Monday, November 23, 2020

Fighting Words, by Kimberly Brubaker Bradley

Ten year-old Della likes to think of herself as a wolf, in the sense that she is brave and fearless.  But wolves don't act alone.  Like a wolf relies on their pack for survival, Della has always relied on her older sister Suki.  Suki has always been there for Della, when Mom was arrested years ago for meth and through years sexual abuse.  And now that the man who abused them is awaiting trial and the girls have been taken in by foster care, Della assumes that things will stay like that.  But Suki is tired of the responsibility and Della feels rejected and resentful at the changes.

Neither girl has much trust and faith in adults, but while Suki hides and lays low, Della wants to take on the whole world.  She's eager to testify in court against their abuser and she even fights back against a bully in school who is touching the girls inappropriately.  She can't understand why her sister won't fight as well.

As a middle grade reader, this story of drug abuse, sexual abuse, and self-harm is pretty intense subject matter, but the book could find its audience with some guidance.  The book contains a series of talking point questions at the back that could help adults guide children through this.  Moreover, the story is full of supportive adults, which will help younger readers deal with the scary parts, but is also a problematic aspect of the book. Della and Suki's good fortune in finding grownups willing to fight for them isn't as common of an experience for young victims as we would like and seems mildly implausible.  It's a fine line between wanting to make make this story appropriately reassuring for young readers, while still maintaining authenticity.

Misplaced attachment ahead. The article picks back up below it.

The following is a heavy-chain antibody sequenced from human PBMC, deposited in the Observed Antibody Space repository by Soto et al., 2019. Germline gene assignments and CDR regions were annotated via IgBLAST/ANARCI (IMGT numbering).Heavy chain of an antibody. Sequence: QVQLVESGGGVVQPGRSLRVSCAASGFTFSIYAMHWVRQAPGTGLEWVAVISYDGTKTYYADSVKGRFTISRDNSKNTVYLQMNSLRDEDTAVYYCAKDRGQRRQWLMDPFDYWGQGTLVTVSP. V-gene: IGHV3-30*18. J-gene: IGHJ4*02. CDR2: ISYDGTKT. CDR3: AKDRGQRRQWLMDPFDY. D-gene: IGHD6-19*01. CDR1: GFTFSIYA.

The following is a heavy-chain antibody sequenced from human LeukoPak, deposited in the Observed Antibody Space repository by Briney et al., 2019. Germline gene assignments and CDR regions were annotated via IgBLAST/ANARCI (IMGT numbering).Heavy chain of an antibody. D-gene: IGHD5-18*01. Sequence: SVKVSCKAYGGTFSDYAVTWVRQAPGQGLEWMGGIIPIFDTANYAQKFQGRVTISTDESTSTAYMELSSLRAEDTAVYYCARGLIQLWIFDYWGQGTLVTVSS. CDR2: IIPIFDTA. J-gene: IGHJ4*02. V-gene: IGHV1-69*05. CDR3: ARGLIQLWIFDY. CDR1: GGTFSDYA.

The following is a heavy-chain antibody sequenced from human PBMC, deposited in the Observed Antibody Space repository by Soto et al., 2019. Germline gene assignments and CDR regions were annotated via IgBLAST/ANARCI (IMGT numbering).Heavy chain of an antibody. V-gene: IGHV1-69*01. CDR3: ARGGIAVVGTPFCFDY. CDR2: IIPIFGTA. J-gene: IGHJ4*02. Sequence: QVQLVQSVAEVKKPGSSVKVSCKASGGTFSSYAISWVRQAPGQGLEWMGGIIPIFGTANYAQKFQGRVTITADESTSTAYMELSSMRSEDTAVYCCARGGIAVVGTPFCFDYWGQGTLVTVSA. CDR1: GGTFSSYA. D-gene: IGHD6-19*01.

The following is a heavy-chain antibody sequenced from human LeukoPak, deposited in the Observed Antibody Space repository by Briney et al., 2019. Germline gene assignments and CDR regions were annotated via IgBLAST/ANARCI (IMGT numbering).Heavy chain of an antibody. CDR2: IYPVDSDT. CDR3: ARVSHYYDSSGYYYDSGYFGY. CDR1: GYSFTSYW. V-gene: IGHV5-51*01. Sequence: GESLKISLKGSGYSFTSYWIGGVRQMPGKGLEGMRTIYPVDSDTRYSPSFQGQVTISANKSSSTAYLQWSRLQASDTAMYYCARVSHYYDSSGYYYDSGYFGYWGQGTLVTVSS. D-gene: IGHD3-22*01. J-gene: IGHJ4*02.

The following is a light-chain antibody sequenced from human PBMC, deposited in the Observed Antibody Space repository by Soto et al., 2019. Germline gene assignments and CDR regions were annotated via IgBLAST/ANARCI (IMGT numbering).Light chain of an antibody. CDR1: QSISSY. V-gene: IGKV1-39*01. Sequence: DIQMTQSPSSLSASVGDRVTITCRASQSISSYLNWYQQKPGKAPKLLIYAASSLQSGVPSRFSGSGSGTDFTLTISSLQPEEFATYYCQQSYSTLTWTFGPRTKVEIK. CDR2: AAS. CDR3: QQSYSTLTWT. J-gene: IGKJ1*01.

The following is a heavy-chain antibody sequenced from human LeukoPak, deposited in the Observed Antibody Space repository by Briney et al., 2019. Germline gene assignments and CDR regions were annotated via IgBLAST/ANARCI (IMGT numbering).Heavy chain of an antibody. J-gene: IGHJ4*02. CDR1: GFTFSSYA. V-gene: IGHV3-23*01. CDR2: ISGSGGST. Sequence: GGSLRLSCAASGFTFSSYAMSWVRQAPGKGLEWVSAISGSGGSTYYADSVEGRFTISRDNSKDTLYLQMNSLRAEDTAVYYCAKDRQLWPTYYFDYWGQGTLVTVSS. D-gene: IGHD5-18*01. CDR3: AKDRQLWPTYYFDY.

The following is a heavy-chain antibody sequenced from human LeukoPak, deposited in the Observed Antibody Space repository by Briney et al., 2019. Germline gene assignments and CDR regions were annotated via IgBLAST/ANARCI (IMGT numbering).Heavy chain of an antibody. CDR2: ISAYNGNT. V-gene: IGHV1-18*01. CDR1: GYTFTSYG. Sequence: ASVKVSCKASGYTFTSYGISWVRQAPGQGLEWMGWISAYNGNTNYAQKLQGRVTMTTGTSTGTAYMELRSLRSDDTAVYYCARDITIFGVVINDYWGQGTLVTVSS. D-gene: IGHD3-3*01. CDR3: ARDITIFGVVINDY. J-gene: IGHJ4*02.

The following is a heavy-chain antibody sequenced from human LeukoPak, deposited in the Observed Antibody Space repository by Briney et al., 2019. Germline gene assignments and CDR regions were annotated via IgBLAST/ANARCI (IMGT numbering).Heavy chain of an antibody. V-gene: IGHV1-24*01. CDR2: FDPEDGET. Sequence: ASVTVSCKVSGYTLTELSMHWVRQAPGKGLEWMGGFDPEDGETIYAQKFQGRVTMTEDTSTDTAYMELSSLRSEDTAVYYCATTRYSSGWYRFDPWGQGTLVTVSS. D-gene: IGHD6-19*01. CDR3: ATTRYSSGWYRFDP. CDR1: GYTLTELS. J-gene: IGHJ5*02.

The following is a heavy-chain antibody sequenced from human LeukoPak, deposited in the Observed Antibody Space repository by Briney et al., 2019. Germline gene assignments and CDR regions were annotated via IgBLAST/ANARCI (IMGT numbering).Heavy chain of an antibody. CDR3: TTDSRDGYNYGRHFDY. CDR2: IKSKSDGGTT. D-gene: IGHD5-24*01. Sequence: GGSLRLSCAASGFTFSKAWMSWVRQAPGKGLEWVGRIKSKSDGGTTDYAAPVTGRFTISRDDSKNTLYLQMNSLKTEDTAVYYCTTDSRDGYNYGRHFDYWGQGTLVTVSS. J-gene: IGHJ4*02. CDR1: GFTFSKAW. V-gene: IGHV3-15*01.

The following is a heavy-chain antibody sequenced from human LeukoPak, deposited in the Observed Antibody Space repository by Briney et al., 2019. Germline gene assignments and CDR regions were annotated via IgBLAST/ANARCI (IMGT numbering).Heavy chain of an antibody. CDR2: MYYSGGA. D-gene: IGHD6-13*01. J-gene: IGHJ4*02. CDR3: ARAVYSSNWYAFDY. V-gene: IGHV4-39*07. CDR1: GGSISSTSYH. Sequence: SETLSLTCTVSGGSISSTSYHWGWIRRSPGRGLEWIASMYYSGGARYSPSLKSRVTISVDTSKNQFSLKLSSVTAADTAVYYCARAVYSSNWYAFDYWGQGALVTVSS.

It's certainly powerfully written.  I especially liked the idea of bring in the classroom bully as it pulls the story down into a microcosm that is easier to understand.  A ten year old boy who doesn't comprehend why his fun is harmful makes a poignant contrast to the grownup bogeyman of the adult molester (who we never - thankfully - encounter in the story).  The boy's mother's incomprehension of the danger of her son's behavior is chilling but sadly not explored.  The overall message about the need to bring childhood sexual abuse into the open is well presented and the fact that it will make many readers uncomfortable is probably the most convincing argument for the importance of this book.

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